Urgent message: Referrals to the ED for CT scans were reduced when urgent care providers combined clinical judgement with EEG-based structural injury biomarker results. Such reductions could relieve the burden of referrals to EDs, minimize unnecessary radiation risk, yield better patient experience, and foster to potential cost savings.
Tanvir Dara MD, FACEP; Elizabeth McCarty MD; Paul Meredith MD; Robert Mooney MD; David Porzio MD; and Alvaro Zeballos MD
Citation: Dara T, McCarty E, Meredith P, Mooney R, Porzio D, Zeballos A. Urgent care centers can reduce ed referrals for CT scans in mild head injury with integration of brain activity biomarker. J Urgent Care Med. 2022;16(9):37-40.
Urgent care centers (UCCs) have expanded rapidly, to the point that they now outnumber emergency rooms. Though urgent care is an appropriate setting for initial assessment of mild head injury, many UCCs continue to refer a large percentage of head-injured patients to the ED for CT scanning. Ultimately, most of these are deemed unnecessary. Tools are needed to empower urgent care providers to reduce the rate of mild traumatic head injury referrals to the ED.
Evaluate the potential to reduce UCC referrals to the ED for head CT scans based on cases entered into a registry of evaluations performed including use of a brain activity-based biomarker (structural injury classifier [SIC]).
This was a retrospective study of 963 patients entered into the registry from 24 participating UCCs between June 2017 and September 2020, in whom assessments included the SIC evaluation, using the BrainScope FDA cleared medical device. The percent reduction in ED referrals for CT when using SIC alone, and when integrated with clinical judgement, are compared to three standard referral rates from UCC (50%, 75%, 100%).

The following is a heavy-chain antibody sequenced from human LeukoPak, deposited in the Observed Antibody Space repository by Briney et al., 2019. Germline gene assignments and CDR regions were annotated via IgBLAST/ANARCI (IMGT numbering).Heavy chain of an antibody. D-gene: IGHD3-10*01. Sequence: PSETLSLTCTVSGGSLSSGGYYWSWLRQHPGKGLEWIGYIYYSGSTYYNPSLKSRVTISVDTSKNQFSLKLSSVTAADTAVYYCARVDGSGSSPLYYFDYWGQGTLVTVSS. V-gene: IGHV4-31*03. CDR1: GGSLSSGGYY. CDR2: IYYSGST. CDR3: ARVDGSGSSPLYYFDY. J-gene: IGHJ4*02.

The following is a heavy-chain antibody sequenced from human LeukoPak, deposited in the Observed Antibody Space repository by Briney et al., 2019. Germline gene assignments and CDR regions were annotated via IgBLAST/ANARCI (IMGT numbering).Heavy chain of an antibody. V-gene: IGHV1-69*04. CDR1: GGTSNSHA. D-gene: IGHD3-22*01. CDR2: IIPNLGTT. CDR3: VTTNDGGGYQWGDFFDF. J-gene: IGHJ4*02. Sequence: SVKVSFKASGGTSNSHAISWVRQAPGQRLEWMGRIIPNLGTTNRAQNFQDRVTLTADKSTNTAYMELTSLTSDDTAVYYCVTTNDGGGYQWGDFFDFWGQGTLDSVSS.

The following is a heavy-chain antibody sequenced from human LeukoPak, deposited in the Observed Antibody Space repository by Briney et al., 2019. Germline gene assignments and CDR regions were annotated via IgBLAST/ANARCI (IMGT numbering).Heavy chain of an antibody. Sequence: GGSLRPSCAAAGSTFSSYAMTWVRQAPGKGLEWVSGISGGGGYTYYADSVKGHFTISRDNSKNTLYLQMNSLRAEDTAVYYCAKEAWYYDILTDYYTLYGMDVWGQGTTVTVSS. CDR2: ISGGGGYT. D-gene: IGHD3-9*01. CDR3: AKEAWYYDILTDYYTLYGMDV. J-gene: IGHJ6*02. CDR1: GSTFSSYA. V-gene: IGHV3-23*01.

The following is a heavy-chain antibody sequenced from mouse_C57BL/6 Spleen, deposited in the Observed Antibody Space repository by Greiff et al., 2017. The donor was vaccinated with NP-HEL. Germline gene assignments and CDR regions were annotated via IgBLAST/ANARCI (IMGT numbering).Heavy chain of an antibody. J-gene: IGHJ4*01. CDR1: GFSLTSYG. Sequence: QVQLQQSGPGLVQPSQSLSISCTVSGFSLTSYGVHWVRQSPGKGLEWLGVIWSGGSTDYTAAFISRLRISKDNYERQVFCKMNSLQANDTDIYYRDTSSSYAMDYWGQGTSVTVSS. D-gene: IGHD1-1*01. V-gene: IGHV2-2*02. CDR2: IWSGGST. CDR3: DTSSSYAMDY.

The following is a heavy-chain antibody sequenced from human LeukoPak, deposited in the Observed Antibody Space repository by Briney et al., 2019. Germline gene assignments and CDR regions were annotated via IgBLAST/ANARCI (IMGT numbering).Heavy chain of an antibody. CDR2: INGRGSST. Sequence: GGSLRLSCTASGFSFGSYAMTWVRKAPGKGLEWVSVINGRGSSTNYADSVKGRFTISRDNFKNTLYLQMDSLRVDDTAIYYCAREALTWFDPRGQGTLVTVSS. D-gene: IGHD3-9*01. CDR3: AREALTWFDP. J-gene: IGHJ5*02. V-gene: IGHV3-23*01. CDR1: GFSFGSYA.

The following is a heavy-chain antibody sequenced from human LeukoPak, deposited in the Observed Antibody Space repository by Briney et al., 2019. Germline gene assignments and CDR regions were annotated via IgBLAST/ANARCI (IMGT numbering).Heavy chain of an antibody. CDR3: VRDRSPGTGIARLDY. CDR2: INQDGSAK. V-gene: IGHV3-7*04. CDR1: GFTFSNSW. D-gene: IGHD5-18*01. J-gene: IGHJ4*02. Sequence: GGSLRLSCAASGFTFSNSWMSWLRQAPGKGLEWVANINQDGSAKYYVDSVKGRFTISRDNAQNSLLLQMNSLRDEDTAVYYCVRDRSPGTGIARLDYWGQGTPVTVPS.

For 100%, 75%, and 50% standard referral rates, reductions of 66.5%, 41.6%, and 16.6%, respectively, were seen using the SIC alone. When using both SIC and clinical judgment to make referrals, rates were reduced by 76.3%, 51.3%, and 26.3%, respectively. In addition, performance relative to CT findings based for clinical use integrating SIC with clinical judgment resulted in 100% sensitivity, 77.3% specificity, 32.9% PPV, and 100% NPV.
Significant potential reduction of referrals to the ED from UCC were seen compared to each of the standard referral rates when SIC -EEG-based biomarker was integrated into the initial assessment of head-injured patients. High performance was obtained using SIC and clinical judgment, with 100% sensitivity and 100% NPV compared to CT.
The number of urgent care centers (UCCs) is expanding rapidly, to the extent that they now outnumber emergency rooms (EDs) by a wide margin. As such, UCCs have the potential to significantly impact initial assessment of patients with mild head injuries. However, standard assessment capabilities in UCCs result in a large percentage of head-injured patients being referred to the ED for CT scanning.
In a study of 3,232 patients transferred from urgent care to the ED, Zitek and colleagues reported that most of the patient transfers were deemed unnecessary, resulting in discharge from the ED.1 Further, of the estimated 4.8 million people who are evaluated in the ED for a traumatic brain injury (TBI), more than 80% received a CT scan; of these, 91% are found the be negative.2